Collaboration and Innovation at Procter & Gamble Case Study Questions
1 What is Procter & Gamble’s business strategy and business model? How do these relate to collaboration and innovation within this company? 2 How is P&G using collaboration systems? Describe each of the systems and technologies, what processes were carried out previously, and discussing the benefits of each. 3 Why were some collaborative technologies slow to catch on at P&G? What management efforts are required to reduce the effects of resistance to change such as these? 4 Compare telepresence to video conferencing. Why is telepresence such a useful collaborative tool for a company like P&G? Collaboration and Innovation at Procter & Gamble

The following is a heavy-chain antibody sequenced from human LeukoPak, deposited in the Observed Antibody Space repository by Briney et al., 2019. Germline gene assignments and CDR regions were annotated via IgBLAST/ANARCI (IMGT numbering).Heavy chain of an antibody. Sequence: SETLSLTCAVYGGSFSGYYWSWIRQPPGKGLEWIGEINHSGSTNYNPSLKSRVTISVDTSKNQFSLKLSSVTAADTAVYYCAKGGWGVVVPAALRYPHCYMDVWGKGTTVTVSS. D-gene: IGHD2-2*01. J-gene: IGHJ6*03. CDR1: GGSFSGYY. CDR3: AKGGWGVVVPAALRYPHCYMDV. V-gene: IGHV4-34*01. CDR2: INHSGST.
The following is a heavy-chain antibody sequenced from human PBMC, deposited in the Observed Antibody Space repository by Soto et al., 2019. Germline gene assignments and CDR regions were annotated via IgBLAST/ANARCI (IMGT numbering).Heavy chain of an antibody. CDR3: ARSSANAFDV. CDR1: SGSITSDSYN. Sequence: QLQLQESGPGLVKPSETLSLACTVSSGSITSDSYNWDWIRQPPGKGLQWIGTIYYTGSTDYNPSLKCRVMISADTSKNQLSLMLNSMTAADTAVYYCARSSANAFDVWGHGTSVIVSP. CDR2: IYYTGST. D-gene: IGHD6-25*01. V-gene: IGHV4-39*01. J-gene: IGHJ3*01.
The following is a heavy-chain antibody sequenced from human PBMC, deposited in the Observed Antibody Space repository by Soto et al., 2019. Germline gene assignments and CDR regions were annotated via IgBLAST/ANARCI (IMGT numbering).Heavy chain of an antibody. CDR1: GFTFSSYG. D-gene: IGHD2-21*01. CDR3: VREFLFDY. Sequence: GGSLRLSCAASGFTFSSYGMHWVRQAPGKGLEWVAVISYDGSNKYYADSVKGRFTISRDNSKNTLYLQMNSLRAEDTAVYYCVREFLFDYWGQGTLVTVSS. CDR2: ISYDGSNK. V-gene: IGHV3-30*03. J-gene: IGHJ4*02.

Source: Laudon, K. C. & Laudon, J.P. 2012. Management Information Systems. Managing the Digital Firm. 12th Ed. Prentice Hall NJ Look in your medicine cabinet. No matter where you live in the world, odds are that you’ll find many Procter & Gamble products that you use every day. P&G is the largest manufacturer of consumer products in the world, and one of the top 10 largest companies in the world by market capitalisation. The company is known for its successful brands, as well as its ability to develop new brands and maintain its brands’ popularity with unique business innovations. Popular P&G brands include Pampers, Tide, Bounty, Folgers, Pringles, Charmin, Swiffer, Crest and many more. The company has approximately 140,000 employees in more than 80 countries and its leading competitor is Britain-based Unilever. Founded in 1837 and headquartered in Cincinnati, Ohio, P&G has been a mainstay in the American business landscape for well over 150 years. In 2009, it had $79 billion in revenue and earned a $13.2 billion profit. P&G’s business operations are divided into three main units: Beauty Care, Household Care and Health and Well Being, each of which are further subdivided into more specific units. In each of these divisions, P&G has three main focuses as a business. It needs to maintain the popularity of its existing brands via advertising and marketing; it must extend its brands to related products by developing new products under those brands; and it must innovate and create new brands entirely from scratch. Because so much of P&G’s business is built around brand creation and management, it’s critical that the company facilitate collaboration between researchers, marketers and managers. And because P&G is such a big company, and makes such a wide array of products, achieving these goals is a daunting task. P&G spends 3.4% of revenue on innovation which is more than twice the industry average of 1.6%. Its research and development teams consist of 8.000 scientists spread across 30 sites globally. Though the company has an 80% “hit” rate on ideas that lead to products, making truly innovative and groundbreaking new products is very difficult in an extremely competitive field like consumer products. What’s more, the creativity of bigger companies like P&G has been on the decline, with the top 5 consumer goods companies accounting for only 5% of patents filed on home care products in the early 2000s. Finding better ways to innovate and develop new ideas is critical in a marketplace like consumer goods and for any company as large as P&G, finding methods of collaboration that are effective across the enterprise can be difficult. That’s why P&G has been active in implementing information systems that foster effective collaboration and innovation. The social networking and collaborative tools popularised by Web 2.0 have been especially attractive to P&G management, starting at the top with former CEO AG Lafley. Lafley was succeeded by Robert McDonald in 2010, but has been a major force in revitalising the company. When Lafley became P&G’s CEO in 2000, he immediately asserted that by the end of the...
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